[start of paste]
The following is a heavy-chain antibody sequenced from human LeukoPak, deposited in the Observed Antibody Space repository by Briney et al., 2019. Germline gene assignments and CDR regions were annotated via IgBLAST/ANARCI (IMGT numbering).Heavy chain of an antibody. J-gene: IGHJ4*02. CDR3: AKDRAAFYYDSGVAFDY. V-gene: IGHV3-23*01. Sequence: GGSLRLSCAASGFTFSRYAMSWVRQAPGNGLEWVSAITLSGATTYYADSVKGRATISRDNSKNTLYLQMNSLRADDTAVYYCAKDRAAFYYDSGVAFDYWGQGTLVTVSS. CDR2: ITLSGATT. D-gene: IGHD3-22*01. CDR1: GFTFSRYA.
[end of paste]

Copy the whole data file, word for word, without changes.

The following is a heavy-chain antibody sequenced from human LeukoPak, deposited in the Observed Antibody Space repository by Briney et al., 2019. Germline gene assignments and CDR regions were annotated via IgBLAST/ANARCI (IMGT numbering).Heavy chain of an antibody. J-gene: IGHJ4*02. CDR3: AKDRAAFYYDSGVAFDY. V-gene: IGHV3-23*01. Sequence: GGSLRLSCAASGFTFSRYAMSWVRQAPGNGLEWVSAITLSGATTYYADSVKGRATISRDNSKNTLYLQMNSLRADDTAVYYCAKDRAAFYYDSGVAFDYWGQGTLVTVSS. CDR2: ITLSGATT. D-gene: IGHD3-22*01. CDR1: GFTFSRYA.